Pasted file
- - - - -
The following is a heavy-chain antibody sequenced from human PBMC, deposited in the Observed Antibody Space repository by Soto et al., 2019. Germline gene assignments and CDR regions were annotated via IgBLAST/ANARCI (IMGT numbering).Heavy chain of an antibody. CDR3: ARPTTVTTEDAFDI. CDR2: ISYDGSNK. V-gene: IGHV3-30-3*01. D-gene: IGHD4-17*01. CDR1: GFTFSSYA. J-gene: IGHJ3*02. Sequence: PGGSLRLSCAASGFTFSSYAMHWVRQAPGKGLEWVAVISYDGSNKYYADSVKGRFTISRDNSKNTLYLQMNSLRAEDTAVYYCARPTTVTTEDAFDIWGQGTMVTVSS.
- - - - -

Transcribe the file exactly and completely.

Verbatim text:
The following is a heavy-chain antibody sequenced from human PBMC, deposited in the Observed Antibody Space repository by Soto et al., 2019. Germline gene assignments and CDR regions were annotated via IgBLAST/ANARCI (IMGT numbering).Heavy chain of an antibody. CDR3: ARPTTVTTEDAFDI. CDR2: ISYDGSNK. V-gene: IGHV3-30-3*01. D-gene: IGHD4-17*01. CDR1: GFTFSSYA. J-gene: IGHJ3*02. Sequence: PGGSLRLSCAASGFTFSSYAMHWVRQAPGKGLEWVAVISYDGSNKYYADSVKGRFTISRDNSKNTLYLQMNSLRAEDTAVYYCARPTTVTTEDAFDIWGQGTMVTVSS.